"They said, 'When you get up there, you got to reach out to all the communities, Charles, you gotta be for everybody,'" he said. "I am. Always have been. But I'm black. And proud. And strong. And I'm going to tell it like it is. I'm going to be here for all the people of the whole district, but I'm taking care of blacks and Latinos, because we get the most hell on the planet."

"They said, 'Charles, calm down.' They said, 'You get too excited. You're too angry.' Yes, and I'm going to stay angry. I'm going to stay excited. I'm not going to calm down. I'm going to pick it up, to another level."

For Barron, it's a political calculation in its own way. He believes the 15,000 votes he received in 2006 are unlikely to return to Towns, or jump into the arms of Jeffries, and that it's simply a matter of motivating his base, and getting a slightly higher turnout in a presidential year than he did last time, in a mid-term election.

And he hopes his new political party, the Freedom Party, will help with organization. On Sunday, he was introduced by (among others) two young Freedom Party members, who called Barron a "hero;" the official poet of the Freedom Party, whose poem extolling Barron still referenced him as a gubernatorial candidate; and Ramon Jimenez, the Freedom Party's attorney general candidate, who said Barron would one day be remembered in the same way as another outspoken black nationalist, Malcolm X. 

How much the party will help Barron in a congressional race is unclear. The party fell well short of the 50,000 votes needed to establish a permanent line, and Jeffries has pointed to Barron's lackluster showing in the gubernatorial race as evidence of Barron's weakness, citing the fact that Jimmy McMillan, the Rent is Too Damn High candidate, got more votes than Barron. But, with 8,741 votes, Barron more than doubled McMillan's tally in Brooklyn, including Jeffries' Assembly district, where Barron received 1,303 votes—or exactly one vote less than he did in the Assembly district of his wife, Assemblymember Inez Barron. But his totals were still well shy of the labor-backed Working Families Party, which is expected to support Jeffries, making it difficult to discern who exactly might be playing spoiler to whom, if neither can successfully topple Towns.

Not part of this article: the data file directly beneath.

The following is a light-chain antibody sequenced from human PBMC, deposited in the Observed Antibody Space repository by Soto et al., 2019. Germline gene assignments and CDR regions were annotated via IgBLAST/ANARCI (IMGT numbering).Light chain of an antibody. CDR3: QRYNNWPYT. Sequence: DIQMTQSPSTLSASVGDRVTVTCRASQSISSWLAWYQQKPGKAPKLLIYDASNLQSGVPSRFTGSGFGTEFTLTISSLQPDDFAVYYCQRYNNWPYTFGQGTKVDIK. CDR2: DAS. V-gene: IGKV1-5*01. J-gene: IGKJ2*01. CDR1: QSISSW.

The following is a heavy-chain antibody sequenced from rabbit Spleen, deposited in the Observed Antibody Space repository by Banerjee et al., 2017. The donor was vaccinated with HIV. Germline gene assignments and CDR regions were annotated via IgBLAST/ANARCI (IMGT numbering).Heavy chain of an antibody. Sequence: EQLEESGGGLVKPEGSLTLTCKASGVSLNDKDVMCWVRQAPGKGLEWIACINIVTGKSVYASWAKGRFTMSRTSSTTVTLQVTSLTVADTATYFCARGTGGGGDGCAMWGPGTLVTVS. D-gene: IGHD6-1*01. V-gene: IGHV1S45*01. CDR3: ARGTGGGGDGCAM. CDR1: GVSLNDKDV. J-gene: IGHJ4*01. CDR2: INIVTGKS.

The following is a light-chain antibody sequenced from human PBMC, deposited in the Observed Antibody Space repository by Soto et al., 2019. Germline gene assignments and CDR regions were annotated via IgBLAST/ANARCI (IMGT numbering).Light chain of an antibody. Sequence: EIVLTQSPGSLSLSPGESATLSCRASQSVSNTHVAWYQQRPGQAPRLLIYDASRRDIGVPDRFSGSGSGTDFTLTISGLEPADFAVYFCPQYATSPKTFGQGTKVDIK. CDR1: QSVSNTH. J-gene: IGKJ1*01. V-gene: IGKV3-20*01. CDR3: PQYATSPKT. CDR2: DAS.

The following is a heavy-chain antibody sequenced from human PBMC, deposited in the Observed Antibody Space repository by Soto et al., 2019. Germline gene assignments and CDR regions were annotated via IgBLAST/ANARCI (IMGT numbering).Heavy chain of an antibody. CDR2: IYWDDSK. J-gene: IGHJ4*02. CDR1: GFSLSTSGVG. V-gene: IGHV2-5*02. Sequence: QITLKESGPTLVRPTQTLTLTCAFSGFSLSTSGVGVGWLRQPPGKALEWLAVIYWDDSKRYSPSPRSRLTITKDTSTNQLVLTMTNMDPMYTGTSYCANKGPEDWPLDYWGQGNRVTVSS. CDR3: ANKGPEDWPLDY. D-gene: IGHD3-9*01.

After the announcement, with "Ain't No Stoppin Us Now" blaring from the speakers, I asked Barron why this year would be different.

"I'm more known, more organized, the Freedom Party makes a difference," said Barron. "We have a larger base now. We were just 8 percentage points off in 2006. I have greater name recognition. I have greater accomplishments and I got a larger base now than I've ever had before."